WEST — W.R. Bo Bohannans home is barely standing.His home, built in 1961, is so structurally unsound that it is no longer safe for him to go inside. One wall of bricks has been turned into a pile of rubble. Many of the ceilings have collapsed and his carport is temporarily supported by makeshift wooden beams.Whats left of his house sits two blocks from the site of West Fertilizer Co. explosion, which destroyed just about every home around him.Across the street is the West Rest Home, which will also have to be demolished. Most of his neighborhood is now empty.But Bohannan, 85, isnt ready to pack up and move away.Im going to rebuild, Bohannan said. Ive already got three bids to demolish the place. Im not too old to build another house.But Bohannan and other residents know that they are just at the beginning of a long, arduous process.With an estimated 350 homes damaged 170 severely in the deadly April 17 explosion, West must first knock homes down before it can put them back up.Last week, one of the first homes was being demolished, several hundred yards from the blast site. Chunks of concrete and tin from the plant sat in the yard and there was still a strong odor of fertilizer amid the debris.Its going to be a marathon, not a sprint, said West Mayor Tommy Muska. Everyone weve talked to has told us that. As much as you would like to say you can rush this, you cant.Looking at other disaster areasFor now, businesses in town are busy with contractors and Federal Emergency Management Agency workers. On a recent weekday, a line of workers could be seen waiting to get into the Czech-American Restaurant in downtown West.Other restaurants are also getting all of the customers they can handle.Right now, business is still really good, said Brian Anderson, who runs the Pizza House and Geriks Ole Czech Smokehouse in West.But that economic momentum is likely to stop at some point.The city will have to deal with a reduced tax base at the same time it needs to come up with funds to clear debris, Muska said. FEMA will pick up 75 percent of the debris-removal costs, but West will be on the hook for the rest.Damage estimates from the West explosion should reach at least $100 million, the Insurance Council of Texas has reported.West officials are looking at recovery efforts in other cities that had major disasters, such as Galveston, where Hurricane Ike struck in 2008, and Bastrop, where wildfires in 2011 destroyed 1,696 homes.Bastrop County Emergency Management Coordinator Mike Fisher, who spent nine days in West after the explosion, said there is an ebb and flow to rebuilding.Right now, whats going on is youve got hundreds of people doing things, cutting lumber in their yards and putting tarps on their roofs, Fisher said. What we saw was the sales taxes for the first quarter after the wildfires went up 25 percent, which is a good thing for the community.But what we found after everybody goes home is that there is going to be an economic down-dip when an emotional and economic uptick is what everyone so desperately wants.Every residents circumstances are unique, Fisher said. Some will have insurance while some will be underinsured or have no insurance at all.All of those factors make it difficult to move some rebuilding projects along.In our case, we had 1,700 homes destroyed and those were 1,700 individual cases, Fisher said. There was no single program to move all of those projects along.They dont want handoutsLike Bastrop, West has formed a local organization, the West Long-Term Recovery Committee, to help residents navigate public and private resources.Karen Bernsen, a Realtor, is the interim executive director. She visited Bastrop last week to study what private sources people there found to help rebuild.For now, Bernsen said, the main goal is educating residents about what is available.The most important thing people need to do is register with FEMA, Bernsen said. But were getting a lot of resistance. They dont want handouts. They dont want government in their business.But we have been telling them that it is their money. It is paid by tax dollars and it is just our turn to access those dollars. It is also crucial to register to be eligible for other programs down the road.Private donations have already generated more than than $2 million through various funds, said Ashley Allison, executive director of the Waco Foundation, which is administering the West, Texas, Disaster Relief Fund, which has more than $500,000 in donations.Officials are still determining the best way to administer the funds fairly to West residents. But if they distribute private funds too early, residents could be precluded from receiving any federal assistance, Allison said.We dont want to eliminate them from being eligible for federal programs, Allison said.Ive got plenty of timeEven with the impressive totals already raised, officials say more will be needed.In Bastrop, between 800 and 900 homes have been rebuilt as the two-year anniversary of the wildfires approaches. That shows it takes time to rebuild, Fisher said.Bohannan, the 85-year-old who vows to rebuild, knows it wont happen overnight.But hes willing to be patient because he considers himself lucky to be alive. Fifteen people were killed and more than 200 injured in the explosion.As the fire raged at the fertilizer plant, Bohannans wife went back inside to get her purse.Then the explosion occurred, knocking Bohannan to the ground as shards of glass flew all around him. Except for a small scratch on his arm he was unharmed. His wife made it out of the house safely.He now lives in the KOA campground on the edge of West, driving over daily to check on his property.For somebody my age to get out unharmed is a bit of a miracle, so I can wait, Bohannan said. If it takes a while to get my home back, thats fine.The way I look at it is Ive got plenty of time.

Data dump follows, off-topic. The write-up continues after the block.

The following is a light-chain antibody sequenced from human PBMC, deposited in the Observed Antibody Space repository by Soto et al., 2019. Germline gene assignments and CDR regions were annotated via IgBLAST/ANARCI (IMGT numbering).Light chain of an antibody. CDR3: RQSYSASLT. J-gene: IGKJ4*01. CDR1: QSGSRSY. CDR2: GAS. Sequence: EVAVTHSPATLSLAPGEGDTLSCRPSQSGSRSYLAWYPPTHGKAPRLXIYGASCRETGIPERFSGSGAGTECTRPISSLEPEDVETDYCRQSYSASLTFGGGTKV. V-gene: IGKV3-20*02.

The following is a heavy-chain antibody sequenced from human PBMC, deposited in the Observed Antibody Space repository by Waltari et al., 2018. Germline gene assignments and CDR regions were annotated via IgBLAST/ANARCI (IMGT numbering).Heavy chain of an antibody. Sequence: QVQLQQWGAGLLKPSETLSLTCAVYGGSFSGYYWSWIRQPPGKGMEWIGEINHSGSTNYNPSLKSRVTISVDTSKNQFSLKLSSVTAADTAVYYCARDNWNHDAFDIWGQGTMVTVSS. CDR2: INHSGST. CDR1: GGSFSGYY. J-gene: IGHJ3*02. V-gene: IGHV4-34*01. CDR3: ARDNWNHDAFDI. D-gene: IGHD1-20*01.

Bill Hanna, 817-390-7698 Twitter: @fwhanna